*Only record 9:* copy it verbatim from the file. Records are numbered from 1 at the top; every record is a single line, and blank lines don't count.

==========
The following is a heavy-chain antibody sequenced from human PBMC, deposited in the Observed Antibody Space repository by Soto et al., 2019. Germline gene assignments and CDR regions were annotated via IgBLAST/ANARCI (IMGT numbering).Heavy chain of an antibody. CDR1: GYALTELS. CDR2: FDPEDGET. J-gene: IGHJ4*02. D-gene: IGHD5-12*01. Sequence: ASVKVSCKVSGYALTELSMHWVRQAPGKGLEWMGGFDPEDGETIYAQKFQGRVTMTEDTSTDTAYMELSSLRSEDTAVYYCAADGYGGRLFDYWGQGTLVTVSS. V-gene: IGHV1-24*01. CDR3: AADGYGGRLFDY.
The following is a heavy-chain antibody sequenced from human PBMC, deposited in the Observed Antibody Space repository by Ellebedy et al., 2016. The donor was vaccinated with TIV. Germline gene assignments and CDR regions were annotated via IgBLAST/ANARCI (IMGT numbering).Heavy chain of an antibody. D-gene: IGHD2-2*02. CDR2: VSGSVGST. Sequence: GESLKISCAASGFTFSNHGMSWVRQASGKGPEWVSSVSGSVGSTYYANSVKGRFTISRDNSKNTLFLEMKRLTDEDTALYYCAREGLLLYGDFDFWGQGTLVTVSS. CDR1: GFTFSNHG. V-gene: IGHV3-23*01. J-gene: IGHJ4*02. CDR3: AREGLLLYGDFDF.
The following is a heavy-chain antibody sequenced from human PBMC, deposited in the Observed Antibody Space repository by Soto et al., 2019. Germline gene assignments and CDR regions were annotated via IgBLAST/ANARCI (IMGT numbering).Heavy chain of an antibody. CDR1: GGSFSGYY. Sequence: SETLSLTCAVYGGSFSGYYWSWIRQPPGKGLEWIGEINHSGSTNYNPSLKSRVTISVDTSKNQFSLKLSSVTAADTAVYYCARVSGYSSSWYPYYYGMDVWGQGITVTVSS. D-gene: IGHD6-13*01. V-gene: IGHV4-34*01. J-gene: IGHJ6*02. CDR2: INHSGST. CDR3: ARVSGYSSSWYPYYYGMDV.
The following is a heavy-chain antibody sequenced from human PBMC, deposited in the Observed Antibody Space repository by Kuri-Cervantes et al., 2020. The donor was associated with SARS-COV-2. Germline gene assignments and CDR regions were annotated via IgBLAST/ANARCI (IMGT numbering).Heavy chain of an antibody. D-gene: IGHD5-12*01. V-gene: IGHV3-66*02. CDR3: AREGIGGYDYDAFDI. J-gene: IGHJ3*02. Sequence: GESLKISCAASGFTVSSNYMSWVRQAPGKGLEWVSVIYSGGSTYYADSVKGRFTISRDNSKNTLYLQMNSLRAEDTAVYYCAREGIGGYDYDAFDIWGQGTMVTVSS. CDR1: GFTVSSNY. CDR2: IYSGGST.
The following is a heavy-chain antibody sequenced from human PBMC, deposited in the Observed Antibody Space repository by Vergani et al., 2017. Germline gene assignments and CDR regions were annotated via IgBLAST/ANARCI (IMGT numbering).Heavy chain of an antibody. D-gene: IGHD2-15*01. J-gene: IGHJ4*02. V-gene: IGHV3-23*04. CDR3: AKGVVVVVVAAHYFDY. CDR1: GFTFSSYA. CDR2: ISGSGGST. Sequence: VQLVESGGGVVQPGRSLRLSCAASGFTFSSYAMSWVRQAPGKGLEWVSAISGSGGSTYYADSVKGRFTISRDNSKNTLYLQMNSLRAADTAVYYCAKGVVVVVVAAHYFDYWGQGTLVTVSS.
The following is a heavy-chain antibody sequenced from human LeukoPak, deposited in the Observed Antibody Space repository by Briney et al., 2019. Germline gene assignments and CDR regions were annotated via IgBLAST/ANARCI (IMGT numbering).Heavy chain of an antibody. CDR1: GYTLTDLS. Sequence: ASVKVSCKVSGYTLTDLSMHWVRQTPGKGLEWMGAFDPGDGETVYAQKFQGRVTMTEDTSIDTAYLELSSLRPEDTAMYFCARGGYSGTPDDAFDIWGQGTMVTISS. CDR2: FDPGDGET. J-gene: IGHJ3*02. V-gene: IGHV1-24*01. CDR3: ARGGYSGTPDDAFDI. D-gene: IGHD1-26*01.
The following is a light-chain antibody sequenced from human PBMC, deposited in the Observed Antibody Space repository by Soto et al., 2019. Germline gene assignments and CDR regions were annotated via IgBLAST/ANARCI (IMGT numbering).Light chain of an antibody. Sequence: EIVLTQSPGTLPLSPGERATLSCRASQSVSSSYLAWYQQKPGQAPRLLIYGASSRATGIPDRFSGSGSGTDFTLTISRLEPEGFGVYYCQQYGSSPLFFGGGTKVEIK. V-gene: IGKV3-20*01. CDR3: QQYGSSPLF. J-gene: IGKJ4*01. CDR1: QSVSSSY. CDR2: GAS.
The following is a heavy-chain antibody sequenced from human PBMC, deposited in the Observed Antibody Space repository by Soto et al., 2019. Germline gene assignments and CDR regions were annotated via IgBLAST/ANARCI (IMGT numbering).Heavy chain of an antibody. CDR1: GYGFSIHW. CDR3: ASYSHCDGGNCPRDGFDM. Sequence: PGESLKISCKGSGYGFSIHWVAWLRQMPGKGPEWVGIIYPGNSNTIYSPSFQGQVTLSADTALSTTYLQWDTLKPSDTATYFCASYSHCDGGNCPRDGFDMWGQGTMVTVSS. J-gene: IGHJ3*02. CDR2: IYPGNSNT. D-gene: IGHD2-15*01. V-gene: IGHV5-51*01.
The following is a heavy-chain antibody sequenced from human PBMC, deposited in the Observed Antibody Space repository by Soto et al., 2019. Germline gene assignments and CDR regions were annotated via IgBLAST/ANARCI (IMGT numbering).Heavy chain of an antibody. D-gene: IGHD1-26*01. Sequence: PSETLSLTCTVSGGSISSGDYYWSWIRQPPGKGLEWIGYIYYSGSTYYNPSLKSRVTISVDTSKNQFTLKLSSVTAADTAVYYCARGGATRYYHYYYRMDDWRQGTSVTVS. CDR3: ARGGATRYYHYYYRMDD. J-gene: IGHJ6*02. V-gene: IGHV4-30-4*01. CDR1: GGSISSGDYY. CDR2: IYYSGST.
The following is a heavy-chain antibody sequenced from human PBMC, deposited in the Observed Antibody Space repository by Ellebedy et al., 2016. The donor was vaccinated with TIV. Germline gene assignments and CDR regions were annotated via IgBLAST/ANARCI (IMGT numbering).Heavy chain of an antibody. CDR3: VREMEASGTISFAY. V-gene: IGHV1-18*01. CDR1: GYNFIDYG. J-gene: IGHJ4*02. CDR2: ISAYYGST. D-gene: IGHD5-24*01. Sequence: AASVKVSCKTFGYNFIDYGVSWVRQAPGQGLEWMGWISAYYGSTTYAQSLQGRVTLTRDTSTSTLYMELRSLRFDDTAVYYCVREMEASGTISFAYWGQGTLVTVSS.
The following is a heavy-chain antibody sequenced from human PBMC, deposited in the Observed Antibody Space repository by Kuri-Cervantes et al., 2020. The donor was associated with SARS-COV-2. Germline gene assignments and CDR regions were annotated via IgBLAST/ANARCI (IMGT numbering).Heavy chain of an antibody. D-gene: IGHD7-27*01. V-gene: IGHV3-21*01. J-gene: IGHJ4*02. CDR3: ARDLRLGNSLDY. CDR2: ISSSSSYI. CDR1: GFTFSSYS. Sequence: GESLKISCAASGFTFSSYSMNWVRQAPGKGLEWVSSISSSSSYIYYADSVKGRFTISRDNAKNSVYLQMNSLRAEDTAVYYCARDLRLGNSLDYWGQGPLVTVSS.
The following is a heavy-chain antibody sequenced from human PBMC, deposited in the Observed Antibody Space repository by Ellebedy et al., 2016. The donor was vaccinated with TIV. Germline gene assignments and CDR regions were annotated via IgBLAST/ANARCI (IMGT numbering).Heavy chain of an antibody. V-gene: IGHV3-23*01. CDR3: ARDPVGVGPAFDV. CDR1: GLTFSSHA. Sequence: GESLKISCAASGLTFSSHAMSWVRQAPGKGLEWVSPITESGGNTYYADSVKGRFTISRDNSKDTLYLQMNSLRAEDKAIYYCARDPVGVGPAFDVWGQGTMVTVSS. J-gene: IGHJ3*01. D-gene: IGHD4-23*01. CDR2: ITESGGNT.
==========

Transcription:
The following is a heavy-chain antibody sequenced from human PBMC, deposited in the Observed Antibody Space repository by Soto et al., 2019. Germline gene assignments and CDR regions were annotated via IgBLAST/ANARCI (IMGT numbering).Heavy chain of an antibody. D-gene: IGHD1-26*01. Sequence: PSETLSLTCTVSGGSISSGDYYWSWIRQPPGKGLEWIGYIYYSGSTYYNPSLKSRVTISVDTSKNQFTLKLSSVTAADTAVYYCARGGATRYYHYYYRMDDWRQGTSVTVS. CDR3: ARGGATRYYHYYYRMDD. J-gene: IGHJ6*02. V-gene: IGHV4-30-4*01. CDR1: GGSISSGDYY. CDR2: IYYSGST.